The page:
Remember the clawback provision of SOX 304? That provision provides a reimbursement remedy against CEOs and CFOs when the issuer has restated its financial statements as a result of misconduct. Although the provision was enacted in 2002, it wasn’t until 2007 that an executive was successfully hit with a clawback claim (and a big one it was—the executive returned approximately $600 million in cash and options). And since then, SOX 304 hasn’t gotten all that much of a workout. As reflected in this Order, the SEC has just brought settled charges against the former CEO and CFO of WageWorks Inc., alleging that they made false and misleading statements and omissions, including to the company’s outside audit firm, that led to improper revenue recognition and ultimately resulted in a financial restatement. The settlements with both former executives included reimbursement of incentive-based compensation under SOX 304.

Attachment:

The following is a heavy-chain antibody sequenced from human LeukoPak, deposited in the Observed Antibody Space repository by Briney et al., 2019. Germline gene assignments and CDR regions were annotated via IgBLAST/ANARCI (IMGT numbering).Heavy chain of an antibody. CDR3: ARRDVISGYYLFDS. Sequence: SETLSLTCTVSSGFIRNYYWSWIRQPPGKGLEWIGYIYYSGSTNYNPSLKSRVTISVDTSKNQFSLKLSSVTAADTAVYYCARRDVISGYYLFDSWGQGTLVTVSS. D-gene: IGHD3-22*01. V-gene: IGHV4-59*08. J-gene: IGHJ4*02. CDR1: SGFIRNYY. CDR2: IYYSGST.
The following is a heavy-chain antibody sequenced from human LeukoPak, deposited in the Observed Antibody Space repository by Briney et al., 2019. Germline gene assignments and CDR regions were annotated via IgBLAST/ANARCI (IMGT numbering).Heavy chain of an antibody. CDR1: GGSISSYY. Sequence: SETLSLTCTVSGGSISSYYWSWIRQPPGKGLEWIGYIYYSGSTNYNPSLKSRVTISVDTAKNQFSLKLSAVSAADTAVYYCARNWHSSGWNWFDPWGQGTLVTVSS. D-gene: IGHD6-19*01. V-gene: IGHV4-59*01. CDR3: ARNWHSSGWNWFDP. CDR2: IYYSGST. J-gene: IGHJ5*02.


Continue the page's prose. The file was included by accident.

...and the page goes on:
Ninth Circuit addresses SOX 304 clawback requirements and liability for Rule 13a-14 false certifications
by Cydney Posner A new case from the 9th Circuit, SEC v. Jensen, is the first circuit court case to confirm the SEC’s position that the “clawback” provisions of SOX 304 provide for a disgorgement remedy against CEOs and CFOs when the issuer has restated its financial statements as a […]